Burp your bottles every day or two, depending on the progress of the fermentation. A reader recently told me that because she lives at a high altitude—6,600 ft—she has to burp her ginger beer twice a day. On the other hand, if you open the bottles too frequently, carbonation will not develop. After you have made this natural soda a couple of times, you’ll have a better feel for what works best in your kitchen.

Finally, all fermented foods contain some alcohol. Anything I make with my ginger bug seems to have more. If you stop the fermentation early by transferring your hibiscus soda to the refrigerator, it will contain much less alcohol than it will if you let it ferment longer. If you do want a more alcoholic drink, ferment your tea for a week to 10 days or more. Just be sure to burp those bottles every day or two and let someone else drive.

Naturally Fermented Hibiscus Soda

Naturally Fermented Hibiscus Soda

If you don't have hibiscus tea, use a different type of herbal tea.

Ingredients

  • 1 heaping tablespoon hibiscus tea leaves
  • 1/2 cup sugar
  • 4 cups water total
  • 1/4 cup strained ginger bug

Instructions

  1. Steep the hibiscus tea leaves in 1 cup of hot water to make strong tea.
  2. Strain the tea and stir in the sugar.
  3. Add the remaining 3 cups of water. By diluting the tea this way, you cool it down faster and can add the ginger bug sooner, which speeds up preparation.
  4. Once the tea has cooled to room temperature, add the ginger bug.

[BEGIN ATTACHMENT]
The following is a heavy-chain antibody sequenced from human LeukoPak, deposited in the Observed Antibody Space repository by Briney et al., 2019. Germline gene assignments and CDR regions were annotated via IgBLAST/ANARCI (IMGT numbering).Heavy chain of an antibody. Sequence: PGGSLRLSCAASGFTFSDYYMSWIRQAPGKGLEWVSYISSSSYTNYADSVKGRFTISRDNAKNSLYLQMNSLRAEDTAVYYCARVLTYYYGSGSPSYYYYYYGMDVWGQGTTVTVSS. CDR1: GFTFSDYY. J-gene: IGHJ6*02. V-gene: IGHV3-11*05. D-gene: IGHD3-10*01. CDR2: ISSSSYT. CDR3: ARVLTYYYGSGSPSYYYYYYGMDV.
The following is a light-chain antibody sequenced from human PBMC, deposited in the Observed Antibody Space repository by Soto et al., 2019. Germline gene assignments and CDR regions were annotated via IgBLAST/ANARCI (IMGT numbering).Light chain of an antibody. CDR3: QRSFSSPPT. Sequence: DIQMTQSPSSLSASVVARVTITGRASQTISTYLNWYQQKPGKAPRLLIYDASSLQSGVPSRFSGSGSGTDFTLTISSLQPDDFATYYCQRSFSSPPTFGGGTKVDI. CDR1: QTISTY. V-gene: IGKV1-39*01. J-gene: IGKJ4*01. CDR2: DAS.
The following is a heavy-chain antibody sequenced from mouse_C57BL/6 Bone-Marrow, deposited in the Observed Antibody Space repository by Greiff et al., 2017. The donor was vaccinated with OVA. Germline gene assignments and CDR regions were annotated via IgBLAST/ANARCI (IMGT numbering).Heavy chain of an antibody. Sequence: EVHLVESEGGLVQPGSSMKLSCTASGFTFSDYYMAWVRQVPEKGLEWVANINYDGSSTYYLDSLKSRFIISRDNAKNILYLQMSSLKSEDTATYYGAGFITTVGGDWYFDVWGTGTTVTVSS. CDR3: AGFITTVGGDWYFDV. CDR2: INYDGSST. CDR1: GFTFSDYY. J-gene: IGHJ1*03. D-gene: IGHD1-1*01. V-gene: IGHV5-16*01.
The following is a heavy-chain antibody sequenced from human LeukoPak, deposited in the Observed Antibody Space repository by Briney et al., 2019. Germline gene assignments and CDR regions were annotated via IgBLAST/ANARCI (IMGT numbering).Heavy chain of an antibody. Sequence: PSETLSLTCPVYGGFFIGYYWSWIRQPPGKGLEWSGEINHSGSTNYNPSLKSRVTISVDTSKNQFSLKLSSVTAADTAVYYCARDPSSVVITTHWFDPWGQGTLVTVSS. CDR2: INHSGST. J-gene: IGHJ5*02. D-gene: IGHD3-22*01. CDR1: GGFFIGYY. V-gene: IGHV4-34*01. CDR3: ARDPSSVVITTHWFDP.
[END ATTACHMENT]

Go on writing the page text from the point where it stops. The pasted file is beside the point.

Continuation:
5. Fill glass flip-top bottles with the mixture and set aside in a cupboard or box to carbonate.
  6. Burp the bottles every day or two to release built-up carbon dioxide and prevent geysers and exploding bottles. Simply open and close the bottle quickly.
  7. The soda will be ready in approximately 3 days. Transfer to the refrigerator or ferment for longer for a higher alcohol content.

Notes

Exploding bottles can and do happen. Store your bottles in a cupboard or box to contain any possible explosions and subsequent messes. Burp your bottles every day or two, depending on the progress of the fermentation. If you open them too often, carbonation will not develop. After you have made this drink a couple of times, you'll have a better feel for what works best in your kitchen.

Schema/Recipe SEO Data Markup by Yummly Rich Recipes
https://zerowastechef.com/2017/06/07/naturally-fermented-hibiscus-soda/

4 Comment

  1. Faue Mogensen says: Reply

    Sounds delicious!
    Once you start using your ginger bug, how often do you need to feed it? And do you store it in the fridge?

    1. The Zero-Waste Chef says: Reply

      Hi Faue, I feed it every day if it’s out on the counter. If I store it in the refrigerator (which I often do), I pull it out and feed it once a week and then put it back in. ~ Anne Marie

  2. I want to try this but just want to make sure this tastes like soda (which is what I would like) and not like kombucha right? Thank you,

    1. The Zero-Waste Chef says: Reply

      Hi Cindy. No it doesn’t taste like kombucha. It’s sweet, not sour. If you let it ferment for a while (longer than a few days), the microbes will have eaten more of the sugar so it will be less sweet and slightly boozy but not vinegary. ~ Anne Marie

Leave a Reply